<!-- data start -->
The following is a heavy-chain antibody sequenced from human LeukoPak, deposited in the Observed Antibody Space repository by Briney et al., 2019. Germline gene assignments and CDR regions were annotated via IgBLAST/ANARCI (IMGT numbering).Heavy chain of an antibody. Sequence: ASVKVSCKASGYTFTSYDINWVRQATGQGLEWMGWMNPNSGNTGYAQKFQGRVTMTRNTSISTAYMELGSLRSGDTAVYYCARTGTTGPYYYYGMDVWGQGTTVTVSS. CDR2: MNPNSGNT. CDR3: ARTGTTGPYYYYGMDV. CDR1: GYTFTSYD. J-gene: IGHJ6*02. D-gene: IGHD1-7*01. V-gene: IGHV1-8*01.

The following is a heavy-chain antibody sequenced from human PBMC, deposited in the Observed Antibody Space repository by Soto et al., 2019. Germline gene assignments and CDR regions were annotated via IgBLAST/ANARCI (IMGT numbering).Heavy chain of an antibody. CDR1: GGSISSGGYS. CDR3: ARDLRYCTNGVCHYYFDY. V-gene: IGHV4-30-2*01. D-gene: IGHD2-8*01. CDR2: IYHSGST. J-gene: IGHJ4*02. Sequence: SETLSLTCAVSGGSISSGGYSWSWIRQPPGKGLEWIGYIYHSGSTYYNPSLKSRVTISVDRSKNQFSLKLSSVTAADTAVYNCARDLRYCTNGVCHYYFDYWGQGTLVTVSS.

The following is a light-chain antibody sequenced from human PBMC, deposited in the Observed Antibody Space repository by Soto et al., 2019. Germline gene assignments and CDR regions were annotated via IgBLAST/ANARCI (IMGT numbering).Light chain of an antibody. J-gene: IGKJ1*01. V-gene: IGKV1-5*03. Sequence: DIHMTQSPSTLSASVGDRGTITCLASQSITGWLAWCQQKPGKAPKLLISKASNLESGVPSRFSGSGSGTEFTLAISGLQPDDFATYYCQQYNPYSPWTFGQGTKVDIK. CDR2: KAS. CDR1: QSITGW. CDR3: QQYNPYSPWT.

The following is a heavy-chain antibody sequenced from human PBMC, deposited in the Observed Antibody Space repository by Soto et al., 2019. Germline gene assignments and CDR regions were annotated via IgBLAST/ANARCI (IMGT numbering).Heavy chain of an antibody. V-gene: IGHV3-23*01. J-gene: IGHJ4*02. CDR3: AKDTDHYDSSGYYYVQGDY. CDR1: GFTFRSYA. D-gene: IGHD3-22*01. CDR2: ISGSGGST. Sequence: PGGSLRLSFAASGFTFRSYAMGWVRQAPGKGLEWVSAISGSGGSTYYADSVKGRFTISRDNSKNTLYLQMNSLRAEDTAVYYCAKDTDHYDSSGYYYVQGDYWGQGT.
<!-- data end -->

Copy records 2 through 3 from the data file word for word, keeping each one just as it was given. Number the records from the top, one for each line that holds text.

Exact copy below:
The following is a heavy-chain antibody sequenced from human PBMC, deposited in the Observed Antibody Space repository by Soto et al., 2019. Germline gene assignments and CDR regions were annotated via IgBLAST/ANARCI (IMGT numbering).Heavy chain of an antibody. CDR1: GGSISSGGYS. CDR3: ARDLRYCTNGVCHYYFDY. V-gene: IGHV4-30-2*01. D-gene: IGHD2-8*01. CDR2: IYHSGST. J-gene: IGHJ4*02. Sequence: SETLSLTCAVSGGSISSGGYSWSWIRQPPGKGLEWIGYIYHSGSTYYNPSLKSRVTISVDRSKNQFSLKLSSVTAADTAVYNCARDLRYCTNGVCHYYFDYWGQGTLVTVSS.

The following is a light-chain antibody sequenced from human PBMC, deposited in the Observed Antibody Space repository by Soto et al., 2019. Germline gene assignments and CDR regions were annotated via IgBLAST/ANARCI (IMGT numbering).Light chain of an antibody. J-gene: IGKJ1*01. V-gene: IGKV1-5*03. Sequence: DIHMTQSPSTLSASVGDRGTITCLASQSITGWLAWCQQKPGKAPKLLISKASNLESGVPSRFSGSGSGTEFTLAISGLQPDDFATYYCQQYNPYSPWTFGQGTKVDIK. CDR2: KAS. CDR1: QSITGW. CDR3: QQYNPYSPWT.